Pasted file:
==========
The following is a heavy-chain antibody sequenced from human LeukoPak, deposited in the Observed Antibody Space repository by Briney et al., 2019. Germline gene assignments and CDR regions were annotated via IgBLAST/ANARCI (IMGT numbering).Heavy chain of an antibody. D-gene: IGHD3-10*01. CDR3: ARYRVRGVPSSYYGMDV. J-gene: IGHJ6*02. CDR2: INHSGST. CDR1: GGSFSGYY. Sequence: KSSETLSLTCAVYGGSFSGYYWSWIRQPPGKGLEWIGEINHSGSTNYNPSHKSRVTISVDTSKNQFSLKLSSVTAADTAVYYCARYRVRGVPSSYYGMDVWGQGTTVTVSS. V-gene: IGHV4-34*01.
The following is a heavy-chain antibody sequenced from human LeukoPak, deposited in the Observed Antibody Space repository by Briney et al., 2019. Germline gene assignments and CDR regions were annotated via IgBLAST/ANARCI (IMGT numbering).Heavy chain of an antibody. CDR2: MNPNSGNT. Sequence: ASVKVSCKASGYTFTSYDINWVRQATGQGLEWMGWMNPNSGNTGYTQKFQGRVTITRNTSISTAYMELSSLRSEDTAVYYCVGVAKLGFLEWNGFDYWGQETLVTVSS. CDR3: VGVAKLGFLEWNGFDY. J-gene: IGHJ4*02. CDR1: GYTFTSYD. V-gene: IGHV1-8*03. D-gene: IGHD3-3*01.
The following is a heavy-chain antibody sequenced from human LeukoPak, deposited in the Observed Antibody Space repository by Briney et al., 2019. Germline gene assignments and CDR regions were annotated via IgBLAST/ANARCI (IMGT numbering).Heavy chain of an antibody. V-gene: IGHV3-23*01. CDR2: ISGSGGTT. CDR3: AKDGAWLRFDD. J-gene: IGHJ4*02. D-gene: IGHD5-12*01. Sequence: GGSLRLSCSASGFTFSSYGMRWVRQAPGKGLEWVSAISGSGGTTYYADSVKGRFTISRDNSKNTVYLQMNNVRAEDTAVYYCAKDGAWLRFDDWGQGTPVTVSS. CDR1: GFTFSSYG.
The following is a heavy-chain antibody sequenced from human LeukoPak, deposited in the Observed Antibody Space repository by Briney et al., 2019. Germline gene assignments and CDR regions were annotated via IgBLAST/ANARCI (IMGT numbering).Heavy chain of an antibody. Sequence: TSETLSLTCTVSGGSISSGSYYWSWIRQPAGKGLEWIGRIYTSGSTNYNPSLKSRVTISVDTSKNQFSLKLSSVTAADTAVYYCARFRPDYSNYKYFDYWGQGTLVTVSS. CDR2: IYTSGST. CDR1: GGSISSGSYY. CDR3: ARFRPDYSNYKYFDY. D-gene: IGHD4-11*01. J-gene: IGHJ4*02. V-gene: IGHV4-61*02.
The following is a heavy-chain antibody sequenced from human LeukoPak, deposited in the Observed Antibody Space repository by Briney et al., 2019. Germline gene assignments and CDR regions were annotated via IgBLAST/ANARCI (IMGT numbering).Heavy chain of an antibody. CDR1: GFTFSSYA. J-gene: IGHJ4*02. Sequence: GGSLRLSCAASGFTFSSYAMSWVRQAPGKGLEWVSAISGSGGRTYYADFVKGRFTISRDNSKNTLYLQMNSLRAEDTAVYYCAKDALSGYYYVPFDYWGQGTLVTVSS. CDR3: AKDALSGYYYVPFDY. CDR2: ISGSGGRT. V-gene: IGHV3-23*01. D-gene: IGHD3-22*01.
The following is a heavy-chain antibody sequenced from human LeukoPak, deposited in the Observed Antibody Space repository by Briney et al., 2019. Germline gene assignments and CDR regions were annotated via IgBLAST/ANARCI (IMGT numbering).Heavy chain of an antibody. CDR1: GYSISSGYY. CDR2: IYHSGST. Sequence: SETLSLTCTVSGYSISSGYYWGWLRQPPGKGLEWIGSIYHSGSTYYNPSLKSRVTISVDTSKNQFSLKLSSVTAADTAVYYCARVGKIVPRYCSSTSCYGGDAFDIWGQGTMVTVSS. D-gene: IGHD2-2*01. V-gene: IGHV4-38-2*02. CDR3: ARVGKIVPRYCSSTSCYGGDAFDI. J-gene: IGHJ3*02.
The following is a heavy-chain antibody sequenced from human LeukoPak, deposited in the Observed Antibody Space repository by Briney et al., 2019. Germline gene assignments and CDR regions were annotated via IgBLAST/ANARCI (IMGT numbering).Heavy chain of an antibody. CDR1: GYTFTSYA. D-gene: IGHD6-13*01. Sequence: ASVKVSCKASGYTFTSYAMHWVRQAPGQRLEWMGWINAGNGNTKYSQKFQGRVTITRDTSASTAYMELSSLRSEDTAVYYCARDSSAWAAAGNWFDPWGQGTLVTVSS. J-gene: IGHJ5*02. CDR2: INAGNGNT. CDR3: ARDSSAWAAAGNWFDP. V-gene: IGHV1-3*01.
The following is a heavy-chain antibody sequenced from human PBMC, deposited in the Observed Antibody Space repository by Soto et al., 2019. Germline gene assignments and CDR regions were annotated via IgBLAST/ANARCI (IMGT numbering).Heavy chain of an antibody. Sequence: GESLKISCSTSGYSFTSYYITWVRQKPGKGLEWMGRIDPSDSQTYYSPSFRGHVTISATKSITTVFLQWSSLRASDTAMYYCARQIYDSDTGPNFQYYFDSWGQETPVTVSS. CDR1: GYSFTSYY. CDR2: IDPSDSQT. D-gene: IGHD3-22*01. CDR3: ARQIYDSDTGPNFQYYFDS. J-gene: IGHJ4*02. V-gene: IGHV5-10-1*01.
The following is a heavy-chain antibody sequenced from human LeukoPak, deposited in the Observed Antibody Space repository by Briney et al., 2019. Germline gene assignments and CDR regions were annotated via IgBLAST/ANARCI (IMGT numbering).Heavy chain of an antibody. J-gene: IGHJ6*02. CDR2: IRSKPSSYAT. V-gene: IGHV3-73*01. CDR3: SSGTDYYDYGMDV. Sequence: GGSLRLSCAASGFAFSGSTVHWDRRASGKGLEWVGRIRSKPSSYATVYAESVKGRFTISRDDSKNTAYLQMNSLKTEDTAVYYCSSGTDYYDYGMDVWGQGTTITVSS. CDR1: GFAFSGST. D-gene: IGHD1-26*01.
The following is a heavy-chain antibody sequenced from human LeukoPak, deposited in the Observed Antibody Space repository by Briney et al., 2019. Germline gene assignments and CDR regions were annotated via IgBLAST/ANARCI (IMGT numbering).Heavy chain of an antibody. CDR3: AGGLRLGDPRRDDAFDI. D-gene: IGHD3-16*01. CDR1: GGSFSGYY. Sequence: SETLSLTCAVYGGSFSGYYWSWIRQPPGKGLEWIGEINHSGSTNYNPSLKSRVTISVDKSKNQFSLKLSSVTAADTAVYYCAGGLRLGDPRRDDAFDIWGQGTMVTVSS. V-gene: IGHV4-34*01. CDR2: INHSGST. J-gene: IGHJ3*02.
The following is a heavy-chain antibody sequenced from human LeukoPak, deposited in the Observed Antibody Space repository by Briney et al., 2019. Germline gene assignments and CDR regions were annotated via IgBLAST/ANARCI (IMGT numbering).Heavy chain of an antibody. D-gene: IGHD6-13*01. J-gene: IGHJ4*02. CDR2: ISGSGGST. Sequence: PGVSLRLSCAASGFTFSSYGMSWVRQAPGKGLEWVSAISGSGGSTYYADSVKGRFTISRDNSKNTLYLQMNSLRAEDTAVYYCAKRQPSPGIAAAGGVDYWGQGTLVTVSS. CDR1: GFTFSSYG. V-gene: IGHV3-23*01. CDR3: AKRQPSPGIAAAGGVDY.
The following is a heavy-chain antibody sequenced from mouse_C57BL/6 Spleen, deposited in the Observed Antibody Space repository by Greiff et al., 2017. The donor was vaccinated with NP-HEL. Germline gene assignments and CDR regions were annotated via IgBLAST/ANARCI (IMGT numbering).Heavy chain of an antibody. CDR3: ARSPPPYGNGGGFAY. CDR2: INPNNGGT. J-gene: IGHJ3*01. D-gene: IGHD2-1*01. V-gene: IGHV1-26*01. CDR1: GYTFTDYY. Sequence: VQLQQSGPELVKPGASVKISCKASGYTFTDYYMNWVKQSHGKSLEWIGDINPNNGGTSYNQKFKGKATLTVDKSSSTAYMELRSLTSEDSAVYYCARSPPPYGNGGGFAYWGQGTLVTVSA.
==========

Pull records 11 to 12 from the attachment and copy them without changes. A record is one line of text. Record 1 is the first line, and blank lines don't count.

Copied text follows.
The following is a heavy-chain antibody sequenced from human LeukoPak, deposited in the Observed Antibody Space repository by Briney et al., 2019. Germline gene assignments and CDR regions were annotated via IgBLAST/ANARCI (IMGT numbering).Heavy chain of an antibody. D-gene: IGHD6-13*01. J-gene: IGHJ4*02. CDR2: ISGSGGST. Sequence: PGVSLRLSCAASGFTFSSYGMSWVRQAPGKGLEWVSAISGSGGSTYYADSVKGRFTISRDNSKNTLYLQMNSLRAEDTAVYYCAKRQPSPGIAAAGGVDYWGQGTLVTVSS. CDR1: GFTFSSYG. V-gene: IGHV3-23*01. CDR3: AKRQPSPGIAAAGGVDY.
The following is a heavy-chain antibody sequenced from mouse_C57BL/6 Spleen, deposited in the Observed Antibody Space repository by Greiff et al., 2017. The donor was vaccinated with NP-HEL. Germline gene assignments and CDR regions were annotated via IgBLAST/ANARCI (IMGT numbering).Heavy chain of an antibody. CDR3: ARSPPPYGNGGGFAY. CDR2: INPNNGGT. J-gene: IGHJ3*01. D-gene: IGHD2-1*01. V-gene: IGHV1-26*01. CDR1: GYTFTDYY. Sequence: VQLQQSGPELVKPGASVKISCKASGYTFTDYYMNWVKQSHGKSLEWIGDINPNNGGTSYNQKFKGKATLTVDKSSSTAYMELRSLTSEDSAVYYCARSPPPYGNGGGFAYWGQGTLVTVSA.